The Chinese government is to ban all SARS (severe acute respiratory syndrome) research laboratories that fail new licensing tests organized by The Ministry of Science and Technology from conducting further research.
Experts will check that all labs conducting SARS research nationwide strictly adhere to the set standards, and those that pass will receive new licenses.
Research experiments should be conducted in labs of grade-three bio-security, the second highest of the four bio-security levels, the ministry announced.
According to the ministry's overall appraisal on China's current bio-security situation, the measures already taken in the country are enough to safeguard bio-security during SARS study.
Any negligence or carelessness by researchers or lab workers, however, could invite serious results, it said, ordering more measures to keep the labs 100 percent safe.
"Problems with SARS labs in Taiwan and Singapore have rung alarm bells for us," said a ministry official.
Two medical researchers in Taiwan and Singapore SARS labs were recently infected with SARS during laboratory experiments.
The ministry had organized another round of checks for SARS labs around China, focusing on Beijing and the provinces of Guangdong, Hubei and Heilongjiang, which were badly hit during the SARS outbreak this year.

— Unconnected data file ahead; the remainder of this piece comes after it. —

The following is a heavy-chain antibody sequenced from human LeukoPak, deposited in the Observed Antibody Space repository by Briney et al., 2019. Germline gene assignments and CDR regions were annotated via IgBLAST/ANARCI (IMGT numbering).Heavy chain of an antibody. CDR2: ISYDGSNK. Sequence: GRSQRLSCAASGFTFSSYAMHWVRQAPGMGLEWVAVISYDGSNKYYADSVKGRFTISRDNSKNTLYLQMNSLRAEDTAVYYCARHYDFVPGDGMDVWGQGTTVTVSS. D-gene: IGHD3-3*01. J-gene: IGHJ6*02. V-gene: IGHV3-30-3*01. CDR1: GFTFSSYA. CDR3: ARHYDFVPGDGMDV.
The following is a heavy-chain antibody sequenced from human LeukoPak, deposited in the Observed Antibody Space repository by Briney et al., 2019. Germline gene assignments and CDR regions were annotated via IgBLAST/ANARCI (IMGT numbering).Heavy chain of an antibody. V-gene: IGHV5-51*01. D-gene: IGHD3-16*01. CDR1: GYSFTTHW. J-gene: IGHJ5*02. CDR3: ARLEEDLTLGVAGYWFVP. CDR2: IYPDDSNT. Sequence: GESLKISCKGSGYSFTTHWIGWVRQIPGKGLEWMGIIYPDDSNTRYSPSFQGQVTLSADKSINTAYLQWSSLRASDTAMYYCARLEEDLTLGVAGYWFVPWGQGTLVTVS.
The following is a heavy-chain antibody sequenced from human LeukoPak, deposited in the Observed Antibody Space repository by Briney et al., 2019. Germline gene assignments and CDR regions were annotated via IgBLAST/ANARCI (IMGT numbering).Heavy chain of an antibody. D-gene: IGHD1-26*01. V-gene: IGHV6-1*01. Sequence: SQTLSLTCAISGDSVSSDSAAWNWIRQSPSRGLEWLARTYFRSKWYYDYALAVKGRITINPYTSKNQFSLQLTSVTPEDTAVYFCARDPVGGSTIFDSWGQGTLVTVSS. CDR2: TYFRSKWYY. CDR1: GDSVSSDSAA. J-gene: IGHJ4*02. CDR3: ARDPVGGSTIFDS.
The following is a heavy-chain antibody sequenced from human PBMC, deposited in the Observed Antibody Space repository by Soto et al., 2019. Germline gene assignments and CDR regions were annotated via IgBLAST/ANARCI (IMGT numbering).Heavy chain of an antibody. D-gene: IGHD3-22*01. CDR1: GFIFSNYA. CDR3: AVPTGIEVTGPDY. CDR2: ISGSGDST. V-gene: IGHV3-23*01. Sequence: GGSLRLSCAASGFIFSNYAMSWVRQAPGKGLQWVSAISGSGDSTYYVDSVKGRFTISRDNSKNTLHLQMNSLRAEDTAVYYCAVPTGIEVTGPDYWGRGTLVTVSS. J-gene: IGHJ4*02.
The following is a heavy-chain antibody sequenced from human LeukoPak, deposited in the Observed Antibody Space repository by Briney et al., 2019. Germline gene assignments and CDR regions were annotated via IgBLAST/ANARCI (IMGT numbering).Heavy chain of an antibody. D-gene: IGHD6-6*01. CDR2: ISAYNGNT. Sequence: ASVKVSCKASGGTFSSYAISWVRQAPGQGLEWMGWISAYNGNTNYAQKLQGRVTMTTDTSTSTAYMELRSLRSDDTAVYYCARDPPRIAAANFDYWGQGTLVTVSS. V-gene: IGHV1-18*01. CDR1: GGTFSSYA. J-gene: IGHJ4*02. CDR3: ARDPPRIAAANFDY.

Meanwhile, the ministry and other departments are drafting new regulations for the legal regulation of bio-security lab management.
China prepares tougher rules on safety of SARS research
A senior official responsible for scientific research on severe acute respiratory syndrome (SARS) virus Tuesday warned China's scientists against negligence while working in laboratories with high biological risks.
Li Xueyong, chief coordinator for national SARS research project, said although no lab-related SARS cases had been reported, researchers should continue remain aware of potential dangers.
"Safety in labs with high biological risks should be the top priority," said Li, who is also Vice-Minister of Science and Technology.
Government authorities have banned cooperation on SARS between authorized research bodies and unauthorized groups or individuals, including international activities, in which safety loopholes might exist.
Li urged Chinese SARS researchers to do their best to prevent lab-related contamination, as in the two recent cases in Singapore and Taiwan.
The Ministry of Science and Technology, with other government departments, issued two provisional measures on SARS virus research, banning disqualified labs and unauthorized researchers, untested research methods, unauthorized virus preservation and specimen smuggling.
The ministry is planning to overhaul all authorized SARS research laboratories nationwide with the latest, unspecified safety measures.
China's first regulation on biological safety labs is also in the pipeline. It is soon to be submitted to the State Council for approval.
(People's Daily December 30, 2003)